Why Wait? The Value of Sharing Your Emerging and Promising Practices

By Kate Howe
Program Manager, Child Health, AMCHP

Many Pulse readers may be familiar with the AMCHP Innovation Station, a database of emerging, promising and best practices in MCH. Since 2009, Innovation Station has served as a resource for locating emerging, promising, or best practices related to a particular topic, population, or intervention, as well as a platform for MCH programs to share their successes and lessons learned. While use of Innovation Station has increased over the years, states may still be hesitant to submit their work. AMCHP Best Practice Committee members Sarah Verbiest, committee chair and executive director, UNC Center for Maternal & Infant Health, and Deb Wagler, public health analyst, Maternal and Child Health Bureau (MCHB)/Health Resources and Services Administration (HRSA), recently shared their insights as to why programs may not submit to Innovation Station and dispelled some of the "myths" around the common barriers to submitting.

Myth 1: It’s Not Good Enough Yet

Deb Wagler: As a project officer for the block grants, I frequently see states working on innovative examples that would be helpful to share with other states working in similar areas; however, these program designs and initiatives are often not submitted to Innovation Station. When I ask a state why they have not submitted, one of the most common responses I hear about their reluctance to submit is that they believe the example is not formalized enough yet. In public health, if there is anything we know it is that CHANGE is our only constant. We adapt as we go and these examples show strong problem solving that could help others.

We greatly appreciate the formalized and well-evaluated interventions that are shared, but we also need to ramp up those examples that are not fully formed. The latter are often timely to the current environment and meet a need that many other states are likely experiencing.

Sarah Verbiest: I agree! While states may not feel ready to share a practice that isn’t quite at the level of a well-evaluated and replicated "best" practice, it is important to be building a knowledge base and learning from each other. One of the tenets behind the AMCHP continuum of best practices is that a best practice is not a static concept, but rather an evolving process. With time and opportunity, an emerging practice with a strong foundation, design and evaluation plan would be able to demonstrate effectiveness as a promising, and eventually best practice.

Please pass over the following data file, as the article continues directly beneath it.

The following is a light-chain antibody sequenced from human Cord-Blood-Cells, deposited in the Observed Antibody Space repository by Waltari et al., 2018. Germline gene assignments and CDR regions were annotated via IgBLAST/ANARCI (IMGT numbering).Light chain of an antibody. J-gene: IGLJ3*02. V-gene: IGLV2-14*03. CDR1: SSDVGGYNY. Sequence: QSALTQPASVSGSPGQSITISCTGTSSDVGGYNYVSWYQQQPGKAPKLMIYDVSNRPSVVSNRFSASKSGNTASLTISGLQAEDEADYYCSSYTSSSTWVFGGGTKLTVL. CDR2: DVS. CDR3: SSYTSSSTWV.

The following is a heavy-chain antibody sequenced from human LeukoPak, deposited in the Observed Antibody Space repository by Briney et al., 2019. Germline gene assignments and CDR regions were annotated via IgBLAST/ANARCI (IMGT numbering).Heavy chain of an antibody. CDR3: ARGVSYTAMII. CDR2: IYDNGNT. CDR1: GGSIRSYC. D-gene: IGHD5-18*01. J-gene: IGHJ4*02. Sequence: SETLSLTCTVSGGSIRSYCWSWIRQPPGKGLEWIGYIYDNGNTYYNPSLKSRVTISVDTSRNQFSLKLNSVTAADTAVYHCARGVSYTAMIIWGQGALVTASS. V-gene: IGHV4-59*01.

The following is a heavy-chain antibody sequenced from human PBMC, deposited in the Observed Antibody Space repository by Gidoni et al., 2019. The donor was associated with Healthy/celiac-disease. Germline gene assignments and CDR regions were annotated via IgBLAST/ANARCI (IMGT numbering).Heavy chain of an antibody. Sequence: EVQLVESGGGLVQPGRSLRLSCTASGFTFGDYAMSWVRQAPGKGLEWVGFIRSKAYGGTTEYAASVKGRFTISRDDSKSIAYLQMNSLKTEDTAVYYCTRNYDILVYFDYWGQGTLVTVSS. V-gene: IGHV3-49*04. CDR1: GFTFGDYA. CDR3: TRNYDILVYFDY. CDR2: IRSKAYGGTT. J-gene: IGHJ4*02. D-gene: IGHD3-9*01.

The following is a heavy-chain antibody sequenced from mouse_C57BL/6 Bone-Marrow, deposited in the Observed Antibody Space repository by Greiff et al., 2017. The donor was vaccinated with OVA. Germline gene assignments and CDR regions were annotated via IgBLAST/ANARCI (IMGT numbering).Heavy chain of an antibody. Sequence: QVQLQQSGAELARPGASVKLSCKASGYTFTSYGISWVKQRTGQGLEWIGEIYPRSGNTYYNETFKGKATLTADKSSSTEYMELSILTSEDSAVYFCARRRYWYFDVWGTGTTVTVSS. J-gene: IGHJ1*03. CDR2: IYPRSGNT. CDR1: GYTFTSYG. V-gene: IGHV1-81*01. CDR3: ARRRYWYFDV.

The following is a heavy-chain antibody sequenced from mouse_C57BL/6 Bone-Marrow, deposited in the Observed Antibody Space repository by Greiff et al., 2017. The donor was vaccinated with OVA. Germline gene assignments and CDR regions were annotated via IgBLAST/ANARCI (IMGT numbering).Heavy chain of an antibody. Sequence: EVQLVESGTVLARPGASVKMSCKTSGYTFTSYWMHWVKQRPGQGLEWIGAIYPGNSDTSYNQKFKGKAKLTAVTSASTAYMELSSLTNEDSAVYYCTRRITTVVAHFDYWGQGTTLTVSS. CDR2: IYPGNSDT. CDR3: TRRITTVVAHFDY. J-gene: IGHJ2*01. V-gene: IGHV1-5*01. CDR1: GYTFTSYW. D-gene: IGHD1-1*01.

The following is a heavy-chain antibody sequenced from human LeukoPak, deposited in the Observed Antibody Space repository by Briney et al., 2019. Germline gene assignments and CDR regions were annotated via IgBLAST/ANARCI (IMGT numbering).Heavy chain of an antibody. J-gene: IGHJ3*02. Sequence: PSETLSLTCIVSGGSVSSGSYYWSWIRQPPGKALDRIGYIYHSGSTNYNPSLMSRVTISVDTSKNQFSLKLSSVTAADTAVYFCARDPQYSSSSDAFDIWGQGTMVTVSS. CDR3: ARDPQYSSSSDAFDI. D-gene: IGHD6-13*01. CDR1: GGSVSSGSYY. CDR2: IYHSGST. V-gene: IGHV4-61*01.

Having a deep idea bank is valuable for the MCH community collectively, but we all need to invest a little of our time to build it by submitting our work! Getting to the level of a best practice is a great standard to aim for, but we all can certainly learn from each other even at the emerging and promising levels.

Myth 2: There’s Not Enough Time

Deb: The second most common reason I hear for delaying a submission to Innovation Station is because a state may not feel there is enough time to pull together the information or data that they have. We understand that states are stretched thin on time and resources. AMCHP is very supportive and has staff and epidemiologic capacity to work with you and figure out how to package the data you have or describe the plans for the data collection to accompany your emerging practice. In our current environment of increasing emphasis on quality improvement, small tests of change and the days ahead that guarantee broad change in our health service sectors, now is the time to share your ideas! The advantages to submitters include hearing comments from peers for enhancing the work, as well as potential access to epidemiologic expertise to better plan data relevant to your project.

Sarah: Additionally, most of the projects and programs that we, as an MCH community, develop require progress reports, evaluation plans, etc. for funders or our departments. The Innovation Station application builds on the information that most programs have already compiled. Many submitters find that they can copy and paste existing information to complete the submission form.

Furthermore, AMCHP is a great resource to help you get started. Staff are available to talk with you about potential applications, offer suggestions to make your application more robust, and even start a draft of your application if you send background and related program materials. AMCHP also can provide some technical assistance or connect you with resources to respond to review comments.


We hope states will be encouraged to share their in-time, real working examples by submitting ideas they are developing to Innovation Station! If you would like to be considered for inclusion in the Innovation Station database, visit amchp.org/bestpractices to access more information about the best practice submission process or contact Kate Howe.